Access control is more than just a means of entry; it offers essential information for every building. Through access control data, building managers and corporate users can track who enters and exits the premises, along with their movements inside. This data serves a purpose beyond just monitoring employees; it is crucial for enabling the automation that defines a “smart” building. When access control, which provides detailed information on building occupancy, is integrated with building management systems, it allows for automatic adjustments in HVAC and lighting. This integration ensures optimal comfort, efficiency, and security based on current occupancy levels.
Real-time access control data enables more than just temperature adjustments; it also informs how buildings manage air quality by monitoring the number of people in an area and the resulting CO2 levels. To enhance energy efficiency, modern buildings are designed to be tightly sealed from the external environment, relying on fresh air brought in from outside, but the availability of clean external air is not always guaranteed. For example, when the Canadian wildfires affected New York City in June 2023, the skies turned hazy orange, and the Air Quality Index soared to a dangerously high 484 out of 500. This situation required smart buildings to modify their indoor air controls, prioritizing filtered air over fresh external air.
This adjustment was particularly challenging as many offices witnessed an influx of employees seeking better air quality than what was available at home. The ability of smart buildings to respond effectively to these changing conditions and occupancy levels depended heavily on an intelligent Building Management System (BMS). This system used access control data as a key component in its decision-making process, ensuring optimal indoor conditions despite the external air quality challenges.
As logical as it seems to use access control data to power building automation, doing so isn’t always that simple. First, some access control providers don’t always integrate with certain building systems. As building stacks get more complicated (now many use dozens of systems working in conjunction) it is imperative to make sure that they all work with every access control system on the property. Which brings us to the second reason that access control integration with building control systems isn’t always a given: buildings are often a patchwork of older access control systems. Older buildings especially can have different, legacy hardware from different providers.
The third complicating factor for connecting access control to a building’s management systems is the divide between common and tenant-controlled spaces. Tenants often install their own access control systems for the areas that they lease. Not only do those systems need to be able to integrate with the building systems, a careful agreement needs to be crafted in the lease that allows building owners access to the data that they produce. Luckily, landlords have something to give in return for this valuable information. Armed with real-time occupancy data buildings can help tenants lower their energy use and provide reports on the progress on their sustainability goals.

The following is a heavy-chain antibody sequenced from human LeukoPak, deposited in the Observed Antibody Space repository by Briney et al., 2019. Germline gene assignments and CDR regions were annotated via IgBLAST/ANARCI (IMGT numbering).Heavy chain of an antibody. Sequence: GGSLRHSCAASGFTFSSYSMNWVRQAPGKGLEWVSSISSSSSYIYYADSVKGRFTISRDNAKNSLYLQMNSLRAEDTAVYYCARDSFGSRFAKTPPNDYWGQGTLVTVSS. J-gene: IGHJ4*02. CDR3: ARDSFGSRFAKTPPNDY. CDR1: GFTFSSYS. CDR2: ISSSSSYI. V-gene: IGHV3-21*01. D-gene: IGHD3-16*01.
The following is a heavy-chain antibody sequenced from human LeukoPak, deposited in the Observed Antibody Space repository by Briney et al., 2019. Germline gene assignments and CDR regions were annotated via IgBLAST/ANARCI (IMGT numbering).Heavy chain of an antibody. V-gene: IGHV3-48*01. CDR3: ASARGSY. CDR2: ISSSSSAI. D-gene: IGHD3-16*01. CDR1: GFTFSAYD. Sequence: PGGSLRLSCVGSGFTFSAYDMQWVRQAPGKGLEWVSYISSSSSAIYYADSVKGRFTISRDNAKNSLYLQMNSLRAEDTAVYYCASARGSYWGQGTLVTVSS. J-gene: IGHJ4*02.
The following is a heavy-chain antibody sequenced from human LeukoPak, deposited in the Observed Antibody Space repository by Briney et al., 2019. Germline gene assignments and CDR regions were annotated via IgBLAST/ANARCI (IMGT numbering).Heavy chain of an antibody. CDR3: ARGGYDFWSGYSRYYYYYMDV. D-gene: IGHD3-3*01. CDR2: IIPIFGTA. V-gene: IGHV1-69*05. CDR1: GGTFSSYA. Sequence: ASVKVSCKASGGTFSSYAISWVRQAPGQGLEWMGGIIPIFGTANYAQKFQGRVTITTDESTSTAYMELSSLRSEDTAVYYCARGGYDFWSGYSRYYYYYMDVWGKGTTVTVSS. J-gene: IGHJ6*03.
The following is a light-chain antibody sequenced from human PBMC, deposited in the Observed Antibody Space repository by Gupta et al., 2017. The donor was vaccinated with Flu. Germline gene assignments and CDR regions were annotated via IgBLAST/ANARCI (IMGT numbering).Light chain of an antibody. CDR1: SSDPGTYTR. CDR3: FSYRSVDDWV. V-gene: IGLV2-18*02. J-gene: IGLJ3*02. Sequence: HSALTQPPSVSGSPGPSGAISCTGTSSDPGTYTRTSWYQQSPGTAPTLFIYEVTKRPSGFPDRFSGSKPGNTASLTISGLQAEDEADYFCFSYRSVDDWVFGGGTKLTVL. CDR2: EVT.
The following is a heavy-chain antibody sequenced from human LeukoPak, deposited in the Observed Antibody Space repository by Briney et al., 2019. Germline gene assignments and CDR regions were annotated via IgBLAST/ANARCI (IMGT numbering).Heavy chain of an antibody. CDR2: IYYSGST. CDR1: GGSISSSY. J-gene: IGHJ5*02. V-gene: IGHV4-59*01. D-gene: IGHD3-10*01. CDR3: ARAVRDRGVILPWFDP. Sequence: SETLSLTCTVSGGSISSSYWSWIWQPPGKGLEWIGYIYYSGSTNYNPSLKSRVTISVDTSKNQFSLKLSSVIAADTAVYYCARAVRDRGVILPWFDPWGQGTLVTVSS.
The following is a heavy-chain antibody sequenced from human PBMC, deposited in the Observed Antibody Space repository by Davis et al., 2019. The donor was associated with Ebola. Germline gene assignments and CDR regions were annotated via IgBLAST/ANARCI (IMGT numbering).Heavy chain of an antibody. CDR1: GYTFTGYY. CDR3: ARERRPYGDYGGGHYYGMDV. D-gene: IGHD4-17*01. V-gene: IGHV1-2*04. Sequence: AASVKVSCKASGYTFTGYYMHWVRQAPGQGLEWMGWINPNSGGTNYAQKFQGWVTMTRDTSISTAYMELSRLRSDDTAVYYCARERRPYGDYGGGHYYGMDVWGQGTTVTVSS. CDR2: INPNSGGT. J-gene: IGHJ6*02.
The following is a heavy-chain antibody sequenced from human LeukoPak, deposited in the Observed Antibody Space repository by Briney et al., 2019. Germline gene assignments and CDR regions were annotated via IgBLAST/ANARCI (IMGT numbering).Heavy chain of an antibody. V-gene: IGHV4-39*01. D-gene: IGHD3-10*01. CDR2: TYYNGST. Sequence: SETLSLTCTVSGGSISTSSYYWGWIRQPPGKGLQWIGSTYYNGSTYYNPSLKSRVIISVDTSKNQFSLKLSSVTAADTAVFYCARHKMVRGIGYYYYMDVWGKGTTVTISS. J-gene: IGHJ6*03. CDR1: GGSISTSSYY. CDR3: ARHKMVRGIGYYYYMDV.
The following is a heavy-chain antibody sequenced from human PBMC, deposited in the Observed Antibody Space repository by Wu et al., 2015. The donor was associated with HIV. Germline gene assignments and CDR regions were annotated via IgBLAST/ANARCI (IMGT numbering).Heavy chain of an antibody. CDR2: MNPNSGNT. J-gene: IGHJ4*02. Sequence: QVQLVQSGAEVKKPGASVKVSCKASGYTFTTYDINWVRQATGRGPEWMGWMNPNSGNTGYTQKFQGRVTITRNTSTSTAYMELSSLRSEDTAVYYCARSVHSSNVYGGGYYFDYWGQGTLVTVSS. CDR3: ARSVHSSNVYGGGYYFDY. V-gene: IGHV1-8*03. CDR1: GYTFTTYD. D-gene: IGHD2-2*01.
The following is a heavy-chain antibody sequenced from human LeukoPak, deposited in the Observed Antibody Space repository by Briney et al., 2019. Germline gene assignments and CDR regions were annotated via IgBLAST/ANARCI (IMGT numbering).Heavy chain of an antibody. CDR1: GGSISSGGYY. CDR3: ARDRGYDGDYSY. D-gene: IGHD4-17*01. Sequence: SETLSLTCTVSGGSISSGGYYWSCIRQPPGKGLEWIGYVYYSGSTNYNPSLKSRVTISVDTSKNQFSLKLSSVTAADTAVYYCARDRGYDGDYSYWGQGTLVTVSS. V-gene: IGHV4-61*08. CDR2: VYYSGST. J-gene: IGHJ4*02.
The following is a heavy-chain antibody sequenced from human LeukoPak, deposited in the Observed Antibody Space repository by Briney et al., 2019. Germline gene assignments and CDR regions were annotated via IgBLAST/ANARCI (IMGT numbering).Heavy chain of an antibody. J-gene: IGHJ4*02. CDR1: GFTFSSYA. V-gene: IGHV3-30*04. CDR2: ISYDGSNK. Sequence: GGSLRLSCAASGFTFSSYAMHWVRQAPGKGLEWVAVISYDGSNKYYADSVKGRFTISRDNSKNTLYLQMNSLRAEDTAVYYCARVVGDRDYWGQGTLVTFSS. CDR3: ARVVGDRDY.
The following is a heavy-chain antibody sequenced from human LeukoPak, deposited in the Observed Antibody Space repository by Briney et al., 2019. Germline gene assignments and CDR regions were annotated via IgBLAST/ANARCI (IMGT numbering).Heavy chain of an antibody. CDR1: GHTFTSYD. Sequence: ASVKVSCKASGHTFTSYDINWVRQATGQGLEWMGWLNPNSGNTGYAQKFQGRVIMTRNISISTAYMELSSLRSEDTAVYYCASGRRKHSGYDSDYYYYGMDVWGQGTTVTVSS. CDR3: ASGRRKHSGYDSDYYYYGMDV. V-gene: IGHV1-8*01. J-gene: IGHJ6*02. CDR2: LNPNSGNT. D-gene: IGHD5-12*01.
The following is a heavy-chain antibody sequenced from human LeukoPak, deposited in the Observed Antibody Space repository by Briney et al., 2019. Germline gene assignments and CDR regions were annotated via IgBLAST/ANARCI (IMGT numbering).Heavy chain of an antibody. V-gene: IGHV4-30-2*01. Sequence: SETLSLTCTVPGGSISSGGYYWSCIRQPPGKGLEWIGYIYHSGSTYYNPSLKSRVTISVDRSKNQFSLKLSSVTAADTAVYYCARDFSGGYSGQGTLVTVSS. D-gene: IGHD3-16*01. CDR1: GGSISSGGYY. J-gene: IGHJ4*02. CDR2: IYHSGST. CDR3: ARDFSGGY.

When building management systems are effectively combined with access control systems, the benefits extend beyond just energy savings to encompass a wide range of smart building features. In a seamlessly integrated setup, information flows bidirectionally: from the access control system to the building management software, and vice versa. This integration is crucial in emergency situations. It enables the automatic locking or unlocking of specific doors based on the circumstances and provides first responders with essential access and occupant information.
Access control systems have been integrated with building systems for many years, and more providers now include integration services in their offerings. But emerging technologies are both complicating and emphasizing the need for continued integration. Modern buildings often combine video surveillance with access control to improve security and address issues like tailgating, where unauthorized entry occurs alongside an authorized person. These surveillance cameras are increasingly equipped with computer vision technology, enabling not just recording, but also the detection and reporting of suspicious activities to security teams. This technology also generates valuable data about occupants’ activities within the building, provided it adheres to evolving legal and ethical standards.
In the future, the evolving role of access control systems in automating building processes will lead to increasingly sophisticated integration with building systems as both fields advance. Predictions for this progression include the use of artificial intelligence to analyze access data for predictive maintenance, the enhanced personalization of building environments, and further advancements in security protocols. These developments will significantly impact the management of buildings, driving them towards greater efficiency, security, and adaptability to occupants’ needs, which is more critical now than ever. As the technologies advance, integrating them becomes more challenging yet crucial, necessitating a shift in the perception of access control systems. They need to be seen not just as physical barriers but as integral components that provide valuable data, contributing significantly to a building’s broader system and its automation processes.